"... Data Cleaning is an important process that has been at the center of research interest in recent years. An important end goal of effective data cleaning is to identify the relational tuple or tuples that are “most related ” to a given query tuple. Various techniques have been proposed in the literat ..."
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Cited by 29 (1 self)
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Data Cleaning is an important process that has been at the center of research interest in recent years. An important end goal of effective data cleaning is to identify the relational tuple or tuples that are “most related ” to a given query tuple. Various techniques have been proposed in the literature for efficiently identifying approximate matches to a query string against a single attribute of a relation. In addition to constructing a ranking (i.e., ordering) of these matches, the techniques often associate, with each match, scores that quantify the extent of the match. Since multiple attributes could exist in the query tuple, issuing approximate match operations for each of them separately will effectively create a number of ranked lists of the relation tuples. Merging these lists to identify a final ranking and scoring, and returning the topK tuples, is a challenging task. In this paper, we adapt the wellknown footrule distance (for merging ranked lists) to effectively deal with scores. We study efficient algorithms to merge rankings, and produce the topK tuples, in a declarative way. Since techniques for approximately matching a query string against a single attribute in a relation are typically best deployed in a database, we introduce and describe two novel algorithms for this problem and we provide SQL specifications for them. Our experimental case study, using real application data along with a realization of our proposed techniques on a commercial data base system, highlights the benefits of the proposed algorithms and attests to the overall effectiveness and practicality of our approach. 1
Ordinal measures for visual correspondence
 Columbia Univ. Center for
, 1996
"... We present ordinal measures for establishing ima e correspondence. Linear correspondence measures d e correlation and the sum of squared differences are known to be fragile. Ordinal measures, which are based on relative ordering of intensit values an windows, have demonstrable robustness to Apth dis ..."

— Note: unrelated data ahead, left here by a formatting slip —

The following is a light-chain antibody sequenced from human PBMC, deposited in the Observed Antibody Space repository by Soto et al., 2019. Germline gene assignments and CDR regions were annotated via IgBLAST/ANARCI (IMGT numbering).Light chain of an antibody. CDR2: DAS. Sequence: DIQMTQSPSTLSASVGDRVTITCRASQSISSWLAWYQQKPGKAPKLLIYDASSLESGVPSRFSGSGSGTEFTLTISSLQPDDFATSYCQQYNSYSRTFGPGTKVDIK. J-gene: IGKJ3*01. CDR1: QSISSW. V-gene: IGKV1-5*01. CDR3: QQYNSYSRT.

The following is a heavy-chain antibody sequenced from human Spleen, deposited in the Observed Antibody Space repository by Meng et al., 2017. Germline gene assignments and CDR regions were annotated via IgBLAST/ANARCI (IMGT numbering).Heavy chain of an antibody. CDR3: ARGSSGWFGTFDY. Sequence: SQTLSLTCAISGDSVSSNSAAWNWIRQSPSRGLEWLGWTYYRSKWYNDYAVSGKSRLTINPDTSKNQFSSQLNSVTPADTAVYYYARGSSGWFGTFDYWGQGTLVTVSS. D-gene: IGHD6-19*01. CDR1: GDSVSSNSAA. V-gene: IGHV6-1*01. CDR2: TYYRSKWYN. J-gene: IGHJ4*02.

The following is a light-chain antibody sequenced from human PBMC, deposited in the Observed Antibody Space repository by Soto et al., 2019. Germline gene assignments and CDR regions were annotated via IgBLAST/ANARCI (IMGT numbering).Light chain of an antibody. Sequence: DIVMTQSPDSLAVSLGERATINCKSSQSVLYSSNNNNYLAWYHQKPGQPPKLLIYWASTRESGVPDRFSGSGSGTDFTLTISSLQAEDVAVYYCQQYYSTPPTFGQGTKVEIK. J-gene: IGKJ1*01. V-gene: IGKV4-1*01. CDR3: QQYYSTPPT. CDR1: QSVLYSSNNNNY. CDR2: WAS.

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Cited by 26 (5 self)
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We present ordinal measures for establishing ima e correspondence. Linear correspondence measures d e correlation and the sum of squared differences are known to be fragile. Ordinal measures, which are based on relative ordering of intensit values an windows, have demonstrable robustness to Apth discontinuities, occlusion and noise. The relative ordering of intensaty values in each window as represented by a rank permutation which is obtained by sortin the corresponding intensity data. By uszng a novel &stance metric between the rank permutations, we arrive at ordinal correlation coefficients. These coefficients are independent of absolute intensity scale, i.e they are normalized measures. Further, since rank permutations are invariant to monotone transformations of the intensity values, the coefficients are unaffected by nonlinear effects like gamma variation between images. We have developed a simple dgomthm for their eficient implementation. Experiments suggest the superiority of ordinal measures over existing techni ues under nonideal conditions. Though we present orjanal measures in the context o stereo, they serue as a a eneral tool for image matc f ing that is applicable to otter vision problems such as motion estimation and image registratton. 1
Consensus ranking under the exponential model
 In Conf. on Uncertainty in Artificial Intelligence (UAI
, 2007
"... Assume that we are given a set of N rankings, a.k.a linear orderings on n objects. For instance, the rankings represent the individual preferences of a panel of N judges, each presented with the same set of n candidate objects. The problem of rank aggregation or of finding a consensus ranking, is fo ..."
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Cited by 26 (4 self)
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Assume that we are given a set of N rankings, a.k.a linear orderings on n objects. For instance, the rankings represent the individual preferences of a panel of N judges, each presented with the same set of n candidate objects. The problem of rank aggregation or of finding a consensus ranking, is formulated as finding a single ranking π0 that best agrees with all the N rankings. 1 Kendall’s correlation [Fligner and Verducci, 1986] is a widely used models of agreement [Ailon et al., 2005, Lebanon and Lafferty, 2003, Cohen et al., 1999]. The Kendall distance is defined as dK(π, π0) = ∑ l≺πj 1 [j≺π0 l] (1) In the above, π, π0 represent permutations and i ≺π j (i ≺π0 j) mean that l precedes j (i.e is preferred to j) in permutation π (π0). Hence dK is the total number of pairwise disagreements between π and π0. This distance was further generalized to a family of parametrized distances [Fligner and Verducci, 1986] by dθ(π, π0) = ∑n−1 −1 j=1 θjVj(ππ0 are given functions on the ranking poset. A